2016/17 New Years Eve on the Mullica
Jeni and I had a fantastic overnight last night at the Mullica River campsite. I wanted to write some notes here for possible future reference.
Temperatures and times: It was in the lower 40's (F) when we started. The wind was at our backs and blew us UP Batsto Lake, which I don't think I've ever experienced before there, so it was fast and not very hard. I had been worried that it would be too cold and that the wind would make it hard but this was fine. We put in at Batsto Lake close to noon, and reached "The Lunch Spot" (where the traverse path hits the Mullica) at around 1:00. We ate there and then paddled up to the campsite, arriving near 3:00. The paddle up was strenuous and both of us were anxious about the work and the setting sun, but it worked out well. We gathered wood, pitched the tent, got water from the pump, Jeni made tea and coffee, and we were all set. When the sun set the breeze stopped, so the lower 40's (or maybe high 30 then) didn't seem too bad. The fire was easy to light but we cooked on the little isobutane stove. We fed the fire large (6" dia) green pine logs, ~ 4' long, and they didn't burn well until we got it going really hot. We played around the fire until 7:30 or so then got into the tent, bushed. What I noticed was that, although I'd felt fine outside, I was quite cold: my flesh was cold to the touch over most of my body. We had double sleeping bags: I slept inside a 30° "warm weather" bag, inside a heavier bag, and this was a very cozy combination. So I started getting warm quickly in that and the cold air (probably down close to 30° overnight) was fine. But the "Taj 3" tent is very ventilated so the extra bag is necessary at these temperatures I'd say.
I'm pretty sure there's no better way to spend New Year's Eve than this: the Pine Barrens really shine in the winter, and the water and fresh air are just magical. When we got back to Philly I went to the grocery store by bike and felt very much as if I'd been drinking (hadn't!), from some combination of fatigue, fresh air, and the particular stimulation of the Pine Barrens. The speed of my bike, and the relation of this to car speeds, seemed altered, and I felt the need to be a little more careful than usual (though all went well). A night on the Mullica, and the paddling to and from, really wash out the brain. (I woke up in the tent last night and lied there with aching muscles for a half hour or so, with head full of rare, clear thoughts about things that have been bugging me.)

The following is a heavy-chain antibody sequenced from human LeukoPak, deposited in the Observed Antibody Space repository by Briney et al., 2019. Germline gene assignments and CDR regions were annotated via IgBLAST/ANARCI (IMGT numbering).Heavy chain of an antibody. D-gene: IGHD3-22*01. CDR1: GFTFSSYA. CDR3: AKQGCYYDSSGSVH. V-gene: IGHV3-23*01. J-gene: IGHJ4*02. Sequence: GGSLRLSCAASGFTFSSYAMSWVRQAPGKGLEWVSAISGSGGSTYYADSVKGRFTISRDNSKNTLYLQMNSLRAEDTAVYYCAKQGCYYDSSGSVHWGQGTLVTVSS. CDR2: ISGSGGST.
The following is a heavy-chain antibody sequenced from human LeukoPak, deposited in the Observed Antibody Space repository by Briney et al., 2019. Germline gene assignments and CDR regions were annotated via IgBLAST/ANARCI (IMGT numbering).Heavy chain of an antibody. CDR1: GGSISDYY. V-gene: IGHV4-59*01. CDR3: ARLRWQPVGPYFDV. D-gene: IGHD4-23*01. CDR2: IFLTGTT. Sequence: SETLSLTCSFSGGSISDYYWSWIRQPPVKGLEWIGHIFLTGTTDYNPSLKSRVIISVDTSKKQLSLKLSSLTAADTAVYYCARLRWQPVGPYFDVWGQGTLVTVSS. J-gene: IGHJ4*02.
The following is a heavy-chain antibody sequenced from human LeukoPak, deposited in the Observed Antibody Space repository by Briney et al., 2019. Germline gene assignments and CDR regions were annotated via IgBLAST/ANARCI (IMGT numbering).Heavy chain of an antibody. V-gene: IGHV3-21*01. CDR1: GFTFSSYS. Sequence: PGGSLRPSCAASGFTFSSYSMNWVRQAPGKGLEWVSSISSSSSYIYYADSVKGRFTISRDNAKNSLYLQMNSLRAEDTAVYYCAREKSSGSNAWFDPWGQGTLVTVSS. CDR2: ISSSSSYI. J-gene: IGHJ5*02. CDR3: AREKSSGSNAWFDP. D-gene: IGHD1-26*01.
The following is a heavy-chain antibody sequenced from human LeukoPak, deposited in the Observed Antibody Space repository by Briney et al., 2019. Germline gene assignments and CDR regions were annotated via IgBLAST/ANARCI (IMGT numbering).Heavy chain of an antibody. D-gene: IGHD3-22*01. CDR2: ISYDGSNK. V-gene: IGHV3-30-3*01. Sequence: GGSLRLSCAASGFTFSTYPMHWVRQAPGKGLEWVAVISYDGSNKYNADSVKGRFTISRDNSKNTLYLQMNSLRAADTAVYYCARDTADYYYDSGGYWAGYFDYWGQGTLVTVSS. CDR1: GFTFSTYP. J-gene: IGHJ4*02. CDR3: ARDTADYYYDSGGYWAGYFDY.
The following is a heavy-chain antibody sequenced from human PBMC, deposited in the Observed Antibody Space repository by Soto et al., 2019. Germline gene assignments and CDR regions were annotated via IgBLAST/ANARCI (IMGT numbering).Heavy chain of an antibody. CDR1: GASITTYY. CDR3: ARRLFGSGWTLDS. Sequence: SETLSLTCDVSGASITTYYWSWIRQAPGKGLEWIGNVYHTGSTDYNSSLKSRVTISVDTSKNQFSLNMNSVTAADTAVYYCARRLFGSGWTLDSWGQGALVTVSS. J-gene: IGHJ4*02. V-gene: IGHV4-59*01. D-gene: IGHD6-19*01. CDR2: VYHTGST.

One reason I'm writing this now is to say that everything went well for us but if the temperature had been 5 or 10 degrees colder it might have been tough; it seemed about as cold as one would want for an overnight without more serious gear (the tent mainly). Also, if we'd fallen in the water or something, that would also have been a real problem -- it would have been very hard to warm up. And making a fire in the open when it's cold and breezy doesn't really make much good warm-up heat. We had a tarp with us which we didn't use, but that might have been helpful to contain the heat from the fire somehow.
We had campsite #9 which I like the best, and there were no other campers. But site #8 would probably be a better choice in the winter months, since it's more enclosed by scrubby vegetation. A fire at that one might be more effective.
The Mullica seemed to have a high flow. Here's the height gauge graph:
It looks like 0.8 feet is not high compared to the rest of the year:
- 01 Jan 2017